Ford Motors Hit with $20 Million Penalty
Aug. 3, 2005
In two separate opinions captioned as United States v. Ford Motor Company and dated July 20 and July 21, 2005, the U.S. Court of International Trade assessed civil penalties against Ford Motor Company in the amount of $3,000,000.00 and $17,151,923.60, respectively, for falsely declaring the value of import entries and for failing to thereafter notify Customs that the prices declared at entry were not final.
In case 02-00106, Customs alleged that Ford fraudulently, grossly negligently, or negligently made material false statements and/or omissions in connection with the entry of automotive tooling dies and equipment in 1989. Specifically, Customs claimed that the entered values of the automotive tooling dies were false and that Ford failed to notify Customs "at once" that the prices reflected on purchase orders were not final.
Ford claimed that it furnished true and correct information regarding the purchase price of the dies because the price it reported was the only price known at the time of entry. Ford additionally argued that its provisional value policy whereby it would mark the prices on entry documents as non-final, was adequate notice to Customs that the price was not final.
The court disagreed with Ford and found that it violated its reporting duty by failing to notify Customs of engineering changes in automotive dies which affected the final price of the dies, and by failing to notify Customs that the price listed on the entry documents was not the full and final price of the dies. The court also found that Ford failed to notify Customs "at once" that the prices declared were not true and correct.
The court’s analysis highlights an importer’s obligation to report to Customs any element of dutiable value not established at the time of entry and the importance of implementing and following internal compliance mechanisms: "Ford should have had control mechanisms in place to ensure that its provisional value policy was being implemented or used properly. Without any control mechanisms, Ford’s behavior exhibits an indifference to whether its provisional value policy was being implemented or not defeating its purpose." The court concluded that such indifference amounted to gross negligence, warranting the imposition of civil penalties in the amount of nearly four times the duties of which the United States was deprived.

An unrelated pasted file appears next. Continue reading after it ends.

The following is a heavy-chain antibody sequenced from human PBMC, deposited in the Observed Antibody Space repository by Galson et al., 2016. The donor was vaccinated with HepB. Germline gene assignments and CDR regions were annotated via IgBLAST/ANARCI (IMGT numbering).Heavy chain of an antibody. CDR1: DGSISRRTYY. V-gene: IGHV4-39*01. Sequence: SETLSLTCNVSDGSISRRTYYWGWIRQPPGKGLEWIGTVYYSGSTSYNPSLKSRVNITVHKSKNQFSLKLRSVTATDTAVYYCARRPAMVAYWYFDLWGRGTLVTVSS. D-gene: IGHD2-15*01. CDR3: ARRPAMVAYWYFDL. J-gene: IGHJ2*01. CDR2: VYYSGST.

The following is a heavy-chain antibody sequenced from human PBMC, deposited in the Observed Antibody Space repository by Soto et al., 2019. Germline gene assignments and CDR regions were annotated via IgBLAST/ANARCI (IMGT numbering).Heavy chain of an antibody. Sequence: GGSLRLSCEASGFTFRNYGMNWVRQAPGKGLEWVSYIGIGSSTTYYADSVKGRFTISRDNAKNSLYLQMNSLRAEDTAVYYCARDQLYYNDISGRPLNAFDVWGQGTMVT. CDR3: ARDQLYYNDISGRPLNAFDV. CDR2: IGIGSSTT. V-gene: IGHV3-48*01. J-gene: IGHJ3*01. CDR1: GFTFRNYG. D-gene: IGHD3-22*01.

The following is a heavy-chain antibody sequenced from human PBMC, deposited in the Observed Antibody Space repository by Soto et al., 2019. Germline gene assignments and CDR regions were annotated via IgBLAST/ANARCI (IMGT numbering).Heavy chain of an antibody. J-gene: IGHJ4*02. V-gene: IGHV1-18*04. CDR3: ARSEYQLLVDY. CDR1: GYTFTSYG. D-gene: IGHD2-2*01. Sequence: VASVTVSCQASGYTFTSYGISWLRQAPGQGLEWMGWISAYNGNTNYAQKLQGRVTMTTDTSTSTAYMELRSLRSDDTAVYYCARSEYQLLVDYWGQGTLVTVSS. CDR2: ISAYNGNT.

In calculating the amount of the penalty for gross negligence, the court cited thirteen factors relating to deterrence and public policy, including, the defendant’s good faith effort to comply, history of previous violations, and the seriousness of the offense, among others. In assessing the $3,000,000.00 penalty, the court highlighted Ford’s "indifference to whether its minimal procedures were carried out correctly"
In case 02-00116, Customs alleged that Ford grossly negligently, or negligently made material false statements and/or omissions in connection with the entry of vehicles and vehicle components between 1987-1992. Ford argued that it met its statutory declaration obligations or that alternatively it exercised reasonable care.
The court held that Ford acted negligently in failing to notify Customs that the transaction values in entry documents were not final in that they did not contain the value of tooling assists or the value of lump sum payments Ford was obligated to make to its suppliers after entry. The court also found that Ford failed to fulfill its obligation to notify Customs "at once" that the prices stated upon entry were not true and correct, and that Ford could have avoided liability by complying with its Reconciliation Agreement with Customs, but failed to do so.
The court employed the same factors in calculating the amount of the civil penalty and assessed the maximum statutory penalty for negligence of two times the amount of duties of which the United States was deprived.
These court cases hold that having comprehensive, fully functioning set of internal controls for customs compliance is a required business practice for importers. Importers should be alert to recognize the following points regarding their internal customs compliance controls:
- Having these controls does not necessarily relieve an importer of a negligence or gross negligence claim by CBP if the controls are not actually being followed. In these cases, the purchasing function in the company failed to inform the compliance managers of the pricing changes. Human error was not a defense to a penalty lawsuit by Customs.
- Maintaining the required internal controls so they fully function is a continuing obligation of an importer, and importers should engage in regular self-auditing by experienced customs compliance personnel who work outside the day-to-day customs activities and management, or have an outside expert periodically audit the internal procedures.
- An importer is required to report changes in information declared on the entry "at once" following discovery of the information. Prior disclosures or other action should be considered immediately after detecting errors or violations.
- Customs special agents and Customs auditors are law enforcement officials. Importers in inquiries involving agents or auditors should consider seeking the involvement of specialized legal counsel.
- The internal procedures should include a method for addressing CF-28 Customs inquiries.